2013-12-28 10:44:53 PM  

The Flexecutioner: damn, she had to go through the old way with the unreal painful direct-from-the-hip transplant and the much easier new method of pheresis.   my brother got the new method for my transplant.  luckily he doesnt know how fortunate that is.  when they say they put her to sleep there's really no way to prevent the pain so much as make you forget it happened.  they used versaid and propofol on my bone marrow biopsies after i endured it the first time unmedicated.  easily the worst pain ive ever experienced.  that kid has giant (figurative) brass ones.  well farking done.


A bone marrow harvest is performed under general anesthesia in the operating room.  You are describing a bone marrow biopsy, which is different.  That's not to say that you don't hurt for a few days when you wake up after a harvest, though.
 
2013-12-28 10:51:00 PM  

RoyBatty: Nina_Hartley's_Ass: RoyBatty: I think there was a medical ethics case a few years back where a family got pregnant in order to have a child who could be used for this sort of donation....

Not quite sure if that was a real case or just a topic for a debate.

Well, it was an episode of CSI....

Need_MindBleach: RoyBatty: I think there was a medical ethics case a few years back where a family got pregnant in order to have a child who could be used for this sort of donation....

Not quite sure if that was a real case or just a topic for a debate.

I believe you're describing the plotline of a top-selling book from a few years ago.

If only the rest of my life came from something as interesting as a novel. Or as young and attractive and well dressed as the professionals in an episode of CSI!


Yes that really happened.  Marissa Ayala was conceived to donate cells for her sister, Anissa.  It was a big deal at the time.  The whole family is doing well now.  There was a tv movie made of the story.

July 6, 1991 | IRENE CHANG, TIMES STAFF WRITER
Anissa Ayala, the 19-year-old leukemia patient who last month underwent a bone marrow transplant from her baby sister, went home from the hospital Friday evening to a cheerful gathering of relatives and close friends. "I've missed a lot of people," a teary-eyed Ayala told a group of about 30 people who surprised her with balloons and banners in front of her Walnut house. "I was in (the hospital) for a long time. Now I can finally get on with my life."
 
2013-12-28 10:52:23 PM  

astrochelonian: Kuoxasar: That's very heroic of her.  Reading this story makes me think I should probably get on the bone marrow registry.

You can easily do so for free, just fill out an application at http://bethematch.org/  and then return the cheek swab kit they mail you.  And giving marrow is less invasive nowadays.


Do it!!  You can be a hero, too, for someone who really needs something that only you can provide.
 
2013-12-28 10:57:40 PM  

lesliepop: The Flexecutioner: damn, she had to go through the old way with the unreal painful direct-from-the-hip transplant and the much easier new method of pheresis.   my brother got the new method for my transplant.  luckily he doesnt know how fortunate that is.  when they say they put her to sleep there's really no way to prevent the pain so much as make you forget it happened.  they used versaid and propofol on my bone marrow biopsies after i endured it the first time unmedicated.  easily the worst pain ive ever experienced.  that kid has giant (figurative) brass ones.  well farking done.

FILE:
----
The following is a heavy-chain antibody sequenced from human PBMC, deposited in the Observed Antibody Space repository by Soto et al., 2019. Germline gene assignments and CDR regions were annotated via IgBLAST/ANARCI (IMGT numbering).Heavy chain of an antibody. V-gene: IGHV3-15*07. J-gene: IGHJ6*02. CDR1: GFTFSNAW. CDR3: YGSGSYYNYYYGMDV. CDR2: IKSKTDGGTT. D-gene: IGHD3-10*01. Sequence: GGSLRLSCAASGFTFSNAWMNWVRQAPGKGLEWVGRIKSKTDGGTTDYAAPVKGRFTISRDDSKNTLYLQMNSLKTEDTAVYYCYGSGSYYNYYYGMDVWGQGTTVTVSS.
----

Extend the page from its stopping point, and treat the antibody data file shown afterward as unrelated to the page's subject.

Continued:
A bone marrow harvest is performed under general anesthesia in the operating room.  You are describing a bone marrow biopsy, which is different.  That's not to say that you don't hurt for a few days when you wake up after a harvest, though.


general anesthesia can't prevent the pain experienced from the contraction of bone after marrow is removed.  whether biopsy or harvest, the pain is relatively no different.  it was generally done with 2 doctors each with a large needle going into the hip bone to extract enough.  a biopsy was one needle for a small syringe full of it (for testing to see if cancer was still present).  but the anesthesia they use can make you forget it ever happened which is good enough.

for my brother, he had to take a medicine for a week that would cause his t-cell count to skyrocket.  then he had to sit in a pheresis machine for a couple hours and they immediately brought that bag of goo (still warm) up to my room and gave it me on a drip that didnt take very long.  it was, to me at least, a stunning marvel at how far they had come in the transplant process.  this was in 2005.  it might have even gotten better since.
 
2013-12-28 11:06:35 PM  

The Flexecutioner: lesliepop: The Flexecutioner: damn, she had to go through the old way with the unreal painful direct-from-the-hip transplant and the much easier new method of pheresis.   my brother got the new method for my transplant.  luckily he doesnt know how fortunate that is.  when they say they put her to sleep there's really no way to prevent the pain so much as make you forget it happened.  they used versaid and propofol on my bone marrow biopsies after i endured it the first time unmedicated.  easily the worst pain ive ever experienced.  that kid has giant (figurative) brass ones.  well farking done.

A bone marrow harvest is performed under general anesthesia in the operating room.  You are describing a bone marrow biopsy, which is different.  That's not to say that you don't hurt for a few days when you wake up after a harvest, though.

general anesthesia can't prevent the pain experienced from the contraction of bone after marrow is removed.  whether biopsy or harvest, the pain is relatively no different.  it was generally done with 2 doctors each with a large needle going into the hip bone to extract enough.  a biopsy was one needle for a small syringe full of it (for testing to see if cancer was still present).  but the anesthesia they use can make you forget it ever happened which is good enough.

for my brother, he had to take a medicine for a week that would cause his t-cell count to skyrocket.  then he had to sit in a pheresis machine for a couple hours and they immediately brought that bag of goo (still warm) up to my room and gave it me on a drip that didnt take very long.  it was, to me at least, a stunning marvel at how far they had come in the transplant process.  this was in 2005.  it might have even gotten better since.